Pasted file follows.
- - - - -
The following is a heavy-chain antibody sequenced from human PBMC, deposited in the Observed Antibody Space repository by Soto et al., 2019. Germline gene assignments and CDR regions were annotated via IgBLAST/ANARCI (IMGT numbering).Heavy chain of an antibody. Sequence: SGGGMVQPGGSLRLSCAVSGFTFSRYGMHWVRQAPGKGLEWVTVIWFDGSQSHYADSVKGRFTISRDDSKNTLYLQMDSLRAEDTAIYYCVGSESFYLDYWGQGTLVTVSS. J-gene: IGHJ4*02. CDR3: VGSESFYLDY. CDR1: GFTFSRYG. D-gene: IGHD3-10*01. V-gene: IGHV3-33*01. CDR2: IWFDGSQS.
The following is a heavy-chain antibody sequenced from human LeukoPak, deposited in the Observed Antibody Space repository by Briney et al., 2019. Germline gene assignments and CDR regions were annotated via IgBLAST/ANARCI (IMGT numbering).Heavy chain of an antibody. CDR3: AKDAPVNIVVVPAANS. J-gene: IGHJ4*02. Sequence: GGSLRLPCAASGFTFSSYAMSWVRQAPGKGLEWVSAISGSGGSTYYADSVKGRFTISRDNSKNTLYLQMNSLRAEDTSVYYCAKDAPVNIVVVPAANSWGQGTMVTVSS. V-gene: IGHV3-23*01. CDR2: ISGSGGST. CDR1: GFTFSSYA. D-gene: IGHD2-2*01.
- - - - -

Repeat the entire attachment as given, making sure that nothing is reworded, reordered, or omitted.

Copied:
The following is a heavy-chain antibody sequenced from human PBMC, deposited in the Observed Antibody Space repository by Soto et al., 2019. Germline gene assignments and CDR regions were annotated via IgBLAST/ANARCI (IMGT numbering).Heavy chain of an antibody. Sequence: SGGGMVQPGGSLRLSCAVSGFTFSRYGMHWVRQAPGKGLEWVTVIWFDGSQSHYADSVKGRFTISRDDSKNTLYLQMDSLRAEDTAIYYCVGSESFYLDYWGQGTLVTVSS. J-gene: IGHJ4*02. CDR3: VGSESFYLDY. CDR1: GFTFSRYG. D-gene: IGHD3-10*01. V-gene: IGHV3-33*01. CDR2: IWFDGSQS.
The following is a heavy-chain antibody sequenced from human LeukoPak, deposited in the Observed Antibody Space repository by Briney et al., 2019. Germline gene assignments and CDR regions were annotated via IgBLAST/ANARCI (IMGT numbering).Heavy chain of an antibody. CDR3: AKDAPVNIVVVPAANS. J-gene: IGHJ4*02. Sequence: GGSLRLPCAASGFTFSSYAMSWVRQAPGKGLEWVSAISGSGGSTYYADSVKGRFTISRDNSKNTLYLQMNSLRAEDTSVYYCAKDAPVNIVVVPAANSWGQGTMVTVSS. V-gene: IGHV3-23*01. CDR2: ISGSGGST. CDR1: GFTFSSYA. D-gene: IGHD2-2*01.